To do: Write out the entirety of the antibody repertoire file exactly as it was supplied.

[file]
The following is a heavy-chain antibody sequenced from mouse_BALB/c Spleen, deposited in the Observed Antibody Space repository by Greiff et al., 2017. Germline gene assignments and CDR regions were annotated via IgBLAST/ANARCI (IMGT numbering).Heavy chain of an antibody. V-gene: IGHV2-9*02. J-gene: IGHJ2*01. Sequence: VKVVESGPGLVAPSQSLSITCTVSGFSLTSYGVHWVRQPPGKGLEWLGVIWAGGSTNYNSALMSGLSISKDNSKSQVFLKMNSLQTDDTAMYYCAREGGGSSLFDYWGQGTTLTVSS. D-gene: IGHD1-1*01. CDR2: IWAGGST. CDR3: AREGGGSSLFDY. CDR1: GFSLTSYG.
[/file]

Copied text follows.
The following is a heavy-chain antibody sequenced from mouse_BALB/c Spleen, deposited in the Observed Antibody Space repository by Greiff et al., 2017. Germline gene assignments and CDR regions were annotated via IgBLAST/ANARCI (IMGT numbering).Heavy chain of an antibody. V-gene: IGHV2-9*02. J-gene: IGHJ2*01. Sequence: VKVVESGPGLVAPSQSLSITCTVSGFSLTSYGVHWVRQPPGKGLEWLGVIWAGGSTNYNSALMSGLSISKDNSKSQVFLKMNSLQTDDTAMYYCAREGGGSSLFDYWGQGTTLTVSS. D-gene: IGHD1-1*01. CDR2: IWAGGST. CDR3: AREGGGSSLFDY. CDR1: GFSLTSYG.